Steelman: Keep your produce fresh
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Knowing how to properly store your fruits and veggies can help you keep them fresh longer. A handy chart produced by food safety and fruit and vegetable specialists with University of Tennessee Extension was originally designed as a guide for those who prepare and store foods in commercial settings, like schools, health care facilities or restaurants; but the information can be useful to average consumers, too.

Those who have multiple refrigerators or those with newer refrigerators with the ability to store fresh produce in separate temperature- or humidity-controlled compartments may find the chart especially useful. The chart lists the ideal temperatures to store various fruits and veggies as well as the average length of time the produce can be safely stored.

"Enhancing the Safety of Locally Grown Produce" (UT Extension publication SP 768-F) says storing produce at the proper temperature is critical to preserving shelf life. For example, most berries can be stored at 32 degrees Fahrenheit for only a few short days, while snap beans and okra can be stored at about 45 degrees Fahrenheit for seven to 10 days. Many crops, like cabbage and rhubarb measure their shelf life in weeks and months, depending on the temperature.

The chart also includes information on fruits and veggies that "play nice" together, i.e. those that can be stored together without concern and those that should be segregated from other produce because they may negatively affect the taste or freshness of other produce stored in the same compartment. For example, most fruits should be stored separately from vegetables because many fruits produce high levels of ethylene, which is the ripening hormone. Ethylene can compromise the quality and reduce the shelf life of other crops by causing bitterness, softening, discoloration and stem detachment.

Humidity, too, can play a huge role in how long produce will remain fresh in the fridge. Most fruits and vegetables will have a longer shelf life when stored at higher relative humidity levels. This is why refrigerators have "hydrators" or crisper drawers, which tend to have higher humidity than the rest of the refrigerator. Be sure to use these drawers, as the ideal relative humidity for the majority of fruits and vegetables is 90-95 percent. Root crops, however, like onions and garlic, will decay more quickly at high humidity levels, so they should be stored at 65-75 percent relative humidity for maximum shelf life in a cool basement or root cellar.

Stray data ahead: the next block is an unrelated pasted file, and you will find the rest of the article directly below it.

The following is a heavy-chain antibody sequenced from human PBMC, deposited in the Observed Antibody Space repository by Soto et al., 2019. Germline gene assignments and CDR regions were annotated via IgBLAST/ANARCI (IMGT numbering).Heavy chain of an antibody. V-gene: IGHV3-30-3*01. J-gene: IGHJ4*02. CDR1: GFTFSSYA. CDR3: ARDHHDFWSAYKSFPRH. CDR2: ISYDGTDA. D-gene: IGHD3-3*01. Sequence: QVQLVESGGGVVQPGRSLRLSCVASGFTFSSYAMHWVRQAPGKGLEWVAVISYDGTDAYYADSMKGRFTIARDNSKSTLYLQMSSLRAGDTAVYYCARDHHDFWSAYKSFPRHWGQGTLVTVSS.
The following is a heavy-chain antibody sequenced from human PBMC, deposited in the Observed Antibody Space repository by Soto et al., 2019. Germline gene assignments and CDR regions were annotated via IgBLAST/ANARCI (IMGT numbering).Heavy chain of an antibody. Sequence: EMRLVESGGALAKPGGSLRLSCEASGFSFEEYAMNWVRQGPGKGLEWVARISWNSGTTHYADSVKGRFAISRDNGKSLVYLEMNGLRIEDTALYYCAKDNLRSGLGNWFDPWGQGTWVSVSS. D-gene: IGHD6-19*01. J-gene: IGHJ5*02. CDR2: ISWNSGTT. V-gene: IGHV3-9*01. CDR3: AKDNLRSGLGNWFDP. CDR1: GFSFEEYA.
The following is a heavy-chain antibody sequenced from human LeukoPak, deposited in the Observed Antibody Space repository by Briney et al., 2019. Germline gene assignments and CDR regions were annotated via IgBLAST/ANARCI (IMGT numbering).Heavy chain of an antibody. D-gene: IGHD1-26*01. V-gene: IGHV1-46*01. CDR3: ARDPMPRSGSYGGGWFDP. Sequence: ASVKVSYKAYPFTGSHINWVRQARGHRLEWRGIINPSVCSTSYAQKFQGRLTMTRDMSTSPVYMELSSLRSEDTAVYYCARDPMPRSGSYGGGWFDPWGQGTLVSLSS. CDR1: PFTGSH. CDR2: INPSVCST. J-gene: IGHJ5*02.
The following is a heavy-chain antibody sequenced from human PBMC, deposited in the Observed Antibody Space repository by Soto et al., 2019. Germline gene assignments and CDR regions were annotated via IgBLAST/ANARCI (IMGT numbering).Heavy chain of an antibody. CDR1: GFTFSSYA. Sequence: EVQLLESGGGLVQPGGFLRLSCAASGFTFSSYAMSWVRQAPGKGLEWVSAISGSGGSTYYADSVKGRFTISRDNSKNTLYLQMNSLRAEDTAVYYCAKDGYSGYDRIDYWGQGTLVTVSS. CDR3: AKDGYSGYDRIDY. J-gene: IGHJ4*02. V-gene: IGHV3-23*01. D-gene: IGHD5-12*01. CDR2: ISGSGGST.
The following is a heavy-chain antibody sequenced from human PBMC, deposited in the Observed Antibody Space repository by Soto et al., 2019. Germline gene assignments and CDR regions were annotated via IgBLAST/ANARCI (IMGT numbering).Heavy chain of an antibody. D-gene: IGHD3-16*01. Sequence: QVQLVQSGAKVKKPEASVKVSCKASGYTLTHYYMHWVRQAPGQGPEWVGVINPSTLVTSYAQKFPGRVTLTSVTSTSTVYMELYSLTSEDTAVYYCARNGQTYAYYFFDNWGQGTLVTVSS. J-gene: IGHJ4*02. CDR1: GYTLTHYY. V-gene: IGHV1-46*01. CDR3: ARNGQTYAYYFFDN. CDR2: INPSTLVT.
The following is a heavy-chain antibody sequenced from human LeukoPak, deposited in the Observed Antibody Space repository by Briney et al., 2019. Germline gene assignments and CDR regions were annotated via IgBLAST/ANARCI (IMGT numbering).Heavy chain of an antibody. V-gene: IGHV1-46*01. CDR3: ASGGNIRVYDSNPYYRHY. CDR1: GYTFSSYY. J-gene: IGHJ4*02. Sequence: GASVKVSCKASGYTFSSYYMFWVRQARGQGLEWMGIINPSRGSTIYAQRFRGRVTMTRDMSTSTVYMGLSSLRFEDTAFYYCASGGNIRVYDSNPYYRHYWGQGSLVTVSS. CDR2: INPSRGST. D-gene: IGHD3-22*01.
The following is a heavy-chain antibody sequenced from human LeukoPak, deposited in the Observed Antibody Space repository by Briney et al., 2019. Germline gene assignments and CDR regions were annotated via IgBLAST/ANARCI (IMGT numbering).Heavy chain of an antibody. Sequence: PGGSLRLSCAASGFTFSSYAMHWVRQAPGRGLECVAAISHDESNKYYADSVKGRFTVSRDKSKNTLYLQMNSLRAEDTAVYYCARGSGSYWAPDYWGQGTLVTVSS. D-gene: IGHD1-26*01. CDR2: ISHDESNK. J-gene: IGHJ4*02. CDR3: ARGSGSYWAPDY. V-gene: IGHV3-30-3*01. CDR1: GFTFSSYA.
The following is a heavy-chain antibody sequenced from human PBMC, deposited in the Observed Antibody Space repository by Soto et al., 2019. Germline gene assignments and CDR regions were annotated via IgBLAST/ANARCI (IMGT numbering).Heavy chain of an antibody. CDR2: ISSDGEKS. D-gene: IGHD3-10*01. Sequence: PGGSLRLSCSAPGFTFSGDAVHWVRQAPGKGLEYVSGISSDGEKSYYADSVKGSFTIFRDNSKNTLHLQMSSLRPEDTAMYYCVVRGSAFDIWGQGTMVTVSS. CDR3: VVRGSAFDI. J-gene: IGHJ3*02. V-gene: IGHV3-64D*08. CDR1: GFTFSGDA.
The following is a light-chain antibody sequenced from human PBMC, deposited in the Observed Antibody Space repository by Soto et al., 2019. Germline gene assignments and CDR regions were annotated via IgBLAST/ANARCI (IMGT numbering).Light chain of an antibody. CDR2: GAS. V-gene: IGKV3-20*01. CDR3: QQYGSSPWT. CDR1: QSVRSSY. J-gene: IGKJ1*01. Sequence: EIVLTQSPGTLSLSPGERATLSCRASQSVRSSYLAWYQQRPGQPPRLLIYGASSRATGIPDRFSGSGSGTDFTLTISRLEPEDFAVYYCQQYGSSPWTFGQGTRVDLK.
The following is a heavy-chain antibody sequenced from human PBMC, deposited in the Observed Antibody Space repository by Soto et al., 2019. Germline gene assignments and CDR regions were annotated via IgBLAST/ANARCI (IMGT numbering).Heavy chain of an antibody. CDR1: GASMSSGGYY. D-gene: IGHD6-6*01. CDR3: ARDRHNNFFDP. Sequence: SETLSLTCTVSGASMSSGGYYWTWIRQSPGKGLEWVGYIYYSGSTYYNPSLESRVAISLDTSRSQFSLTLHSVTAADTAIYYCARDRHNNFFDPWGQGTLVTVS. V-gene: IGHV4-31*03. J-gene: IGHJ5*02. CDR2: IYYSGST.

Also, for maximum flavor and quality, some fruits and vegetables are better stored on the counter, such as tropical fruits (mangoes, bananas, avocado, etc.) and tomatoes.

Faith Critzer, a UT Extension food safety specialist, reminds consumers who have refrigerators with only a single thermostat for the entire compartment that the setting needs to be at 40 degrees Fahrenheit or lower to ensure the overall safety of foods in the fridge.
To read or download the chart go online to the UT Extension publications webpage ( and search "locally grown produce," or contact the Cannon County UT Extension office. The publication can also be viewed directly online at

The publication was produced in cooperation with Extension specialists from the University of Georgia, Clemson and the University of Virginia.


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